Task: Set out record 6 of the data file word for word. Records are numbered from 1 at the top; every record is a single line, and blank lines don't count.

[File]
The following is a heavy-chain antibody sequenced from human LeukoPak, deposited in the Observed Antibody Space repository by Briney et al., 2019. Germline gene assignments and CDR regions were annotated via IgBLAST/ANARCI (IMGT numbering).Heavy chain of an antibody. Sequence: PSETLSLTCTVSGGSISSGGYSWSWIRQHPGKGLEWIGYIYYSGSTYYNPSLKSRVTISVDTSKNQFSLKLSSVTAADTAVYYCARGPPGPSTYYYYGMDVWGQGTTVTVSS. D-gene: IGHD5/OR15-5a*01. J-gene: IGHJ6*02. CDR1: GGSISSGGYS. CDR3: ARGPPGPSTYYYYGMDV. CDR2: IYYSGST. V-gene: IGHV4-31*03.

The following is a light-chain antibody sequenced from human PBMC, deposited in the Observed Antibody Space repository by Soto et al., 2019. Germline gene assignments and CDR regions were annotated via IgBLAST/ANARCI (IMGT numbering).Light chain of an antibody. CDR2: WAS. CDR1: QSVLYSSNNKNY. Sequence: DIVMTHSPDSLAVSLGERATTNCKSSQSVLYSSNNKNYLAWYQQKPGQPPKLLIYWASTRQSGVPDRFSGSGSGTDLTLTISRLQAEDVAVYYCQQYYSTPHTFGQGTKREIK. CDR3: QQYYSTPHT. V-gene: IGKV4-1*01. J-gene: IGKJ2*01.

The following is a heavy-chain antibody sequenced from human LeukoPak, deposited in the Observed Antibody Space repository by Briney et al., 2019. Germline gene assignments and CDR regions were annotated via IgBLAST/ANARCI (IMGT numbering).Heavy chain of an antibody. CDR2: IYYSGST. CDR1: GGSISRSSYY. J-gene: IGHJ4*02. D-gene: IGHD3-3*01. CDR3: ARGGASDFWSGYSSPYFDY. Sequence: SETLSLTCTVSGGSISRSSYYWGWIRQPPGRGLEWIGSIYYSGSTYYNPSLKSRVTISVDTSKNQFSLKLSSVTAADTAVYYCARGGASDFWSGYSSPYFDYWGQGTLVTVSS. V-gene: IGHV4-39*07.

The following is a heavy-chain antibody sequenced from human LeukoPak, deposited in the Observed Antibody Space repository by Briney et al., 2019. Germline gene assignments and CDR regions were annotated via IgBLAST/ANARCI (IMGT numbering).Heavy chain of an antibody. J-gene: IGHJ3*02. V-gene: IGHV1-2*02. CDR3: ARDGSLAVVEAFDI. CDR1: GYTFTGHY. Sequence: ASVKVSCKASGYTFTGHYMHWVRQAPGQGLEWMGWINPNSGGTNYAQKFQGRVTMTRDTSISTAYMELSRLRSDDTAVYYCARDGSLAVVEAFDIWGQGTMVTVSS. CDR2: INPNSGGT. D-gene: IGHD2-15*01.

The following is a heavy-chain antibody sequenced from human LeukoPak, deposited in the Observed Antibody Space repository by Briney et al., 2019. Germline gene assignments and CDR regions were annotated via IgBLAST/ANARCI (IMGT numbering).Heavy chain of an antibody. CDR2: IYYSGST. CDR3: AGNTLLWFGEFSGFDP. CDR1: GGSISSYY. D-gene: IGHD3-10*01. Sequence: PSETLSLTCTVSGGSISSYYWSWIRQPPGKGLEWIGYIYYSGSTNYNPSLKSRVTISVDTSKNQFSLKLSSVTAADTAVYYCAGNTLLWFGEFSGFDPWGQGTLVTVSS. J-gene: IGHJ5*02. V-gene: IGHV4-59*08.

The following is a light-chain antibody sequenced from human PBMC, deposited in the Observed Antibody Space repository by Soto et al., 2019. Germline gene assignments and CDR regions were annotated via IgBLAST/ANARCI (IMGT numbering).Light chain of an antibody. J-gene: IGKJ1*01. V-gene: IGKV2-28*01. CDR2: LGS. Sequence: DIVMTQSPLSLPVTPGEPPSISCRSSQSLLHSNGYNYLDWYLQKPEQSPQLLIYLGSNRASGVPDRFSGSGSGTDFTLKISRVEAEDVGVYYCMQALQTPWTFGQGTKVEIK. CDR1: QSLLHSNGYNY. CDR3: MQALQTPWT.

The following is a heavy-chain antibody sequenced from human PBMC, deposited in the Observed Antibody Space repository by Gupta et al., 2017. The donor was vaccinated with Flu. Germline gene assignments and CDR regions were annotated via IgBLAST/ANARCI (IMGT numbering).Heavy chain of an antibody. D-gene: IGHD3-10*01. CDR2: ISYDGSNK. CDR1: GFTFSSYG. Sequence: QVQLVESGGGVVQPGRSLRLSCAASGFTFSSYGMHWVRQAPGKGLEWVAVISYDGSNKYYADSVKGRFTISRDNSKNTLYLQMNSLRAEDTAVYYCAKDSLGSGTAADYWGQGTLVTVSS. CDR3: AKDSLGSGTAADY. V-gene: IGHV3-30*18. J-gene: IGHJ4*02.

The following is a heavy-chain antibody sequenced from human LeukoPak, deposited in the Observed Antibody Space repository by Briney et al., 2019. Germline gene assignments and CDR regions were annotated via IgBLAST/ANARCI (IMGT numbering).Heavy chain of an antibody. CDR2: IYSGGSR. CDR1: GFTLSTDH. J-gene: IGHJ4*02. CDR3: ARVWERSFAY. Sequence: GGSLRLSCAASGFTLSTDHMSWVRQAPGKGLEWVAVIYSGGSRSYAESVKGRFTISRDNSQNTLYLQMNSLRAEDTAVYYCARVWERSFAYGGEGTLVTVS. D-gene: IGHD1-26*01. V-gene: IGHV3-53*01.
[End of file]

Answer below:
The following is a light-chain antibody sequenced from human PBMC, deposited in the Observed Antibody Space repository by Soto et al., 2019. Germline gene assignments and CDR regions were annotated via IgBLAST/ANARCI (IMGT numbering).Light chain of an antibody. J-gene: IGKJ1*01. V-gene: IGKV2-28*01. CDR2: LGS. Sequence: DIVMTQSPLSLPVTPGEPPSISCRSSQSLLHSNGYNYLDWYLQKPEQSPQLLIYLGSNRASGVPDRFSGSGSGTDFTLKISRVEAEDVGVYYCMQALQTPWTFGQGTKVEIK. CDR1: QSLLHSNGYNY. CDR3: MQALQTPWT.